Is blanket criticism of the Church misplaced?

Editor, RE: “The Perraudins of this world are still lurking in the dark” (The New Times, October 16).
Clerics during the celebration of the Centenary Jubilee of Catholic Priesthood in Rwanda, at Kabgayi early this month. (Courtesy)
Clerics during the celebration of the Centenary Jubilee of Catholic Priesthood in Rwanda, at Kabgayi early this month. (Courtesy)

Editor,

RE: The Perraudins of this world are still lurking in the dark” (The New Times, October 16).

Mr Rukariza’s article could have been excellent but he messed it up at the beginning when he refers to the Catholic Church as having always been an evil institution.

Please learn to differentiate between individuals and an institution. Millions of Rwandan Catholics are not naive and you should respect them. I for one would be entirely wrong to call Islam evil because of what Islamic State (Daesh) is doing in the world when actually Islam is a religion of peace.

Jean-Marie Vianney Ruvuzacyuma

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Mr. Rukariza, are you sure Catholicism has always been an evil institution? Please, differentiate the role of individuals from that of the institution to which many Rwandans belong and have no regrets.

John Rwabukwandi

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In response to the both of you...

You’re missing a very important point. Individuals make up such institutions. And the minute an institution condones violence, rape, pillaging, theft, child abuse, misogyny, slavery, genocide and discrimination in all and any form and refuses to own up and assume its responsibility for such crimes, past and present, then that very institution “does not”, “cannot” and will “not” represent Divine Wisdom.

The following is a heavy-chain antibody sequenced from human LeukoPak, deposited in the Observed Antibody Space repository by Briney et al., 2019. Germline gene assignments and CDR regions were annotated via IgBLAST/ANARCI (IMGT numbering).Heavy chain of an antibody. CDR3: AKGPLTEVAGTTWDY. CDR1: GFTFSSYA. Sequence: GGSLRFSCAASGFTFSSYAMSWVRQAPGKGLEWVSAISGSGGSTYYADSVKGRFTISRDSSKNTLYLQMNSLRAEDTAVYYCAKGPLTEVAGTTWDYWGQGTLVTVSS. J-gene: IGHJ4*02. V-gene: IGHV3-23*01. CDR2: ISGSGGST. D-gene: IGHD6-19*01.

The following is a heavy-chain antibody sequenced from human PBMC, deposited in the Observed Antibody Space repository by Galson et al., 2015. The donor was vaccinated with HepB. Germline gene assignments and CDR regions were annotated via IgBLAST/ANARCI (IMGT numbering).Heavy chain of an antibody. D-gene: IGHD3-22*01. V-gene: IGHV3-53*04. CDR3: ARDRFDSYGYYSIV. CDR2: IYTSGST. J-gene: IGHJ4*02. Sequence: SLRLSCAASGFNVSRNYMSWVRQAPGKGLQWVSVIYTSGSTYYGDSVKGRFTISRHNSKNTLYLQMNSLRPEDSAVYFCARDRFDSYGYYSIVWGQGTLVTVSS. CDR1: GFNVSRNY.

Christianity to this day has not apologised let alone implement a system of reparations for centuries of slavery and genocide against Africans and native Americans which it benefited from directly and also participated in.

Christianity continues to be a safe haven for child molesters who, instead of being prosecuted to the fullest length of the law, are being offered promotions to go preach the “good word” in foreign lands, by the Pope.

Christianity owns billions in stolen property, artifacts and ancient relics from cultures around the globe, who were nearly decimated in the name of Jesus Christ.

So yes, individuals do represent institutions and we don’t have to respect the Church to have morals and love.

God has absolutely nothing to do with the Christian faith (or any other Abrahamic religion—Islam and Judaism—for that matter) and Rwandans did not wait for thousands of years for foreign religions to teach us right from wrong.

You should learn to separate ‘Imana’ (God) and religious institutions.

Ali Rukariza

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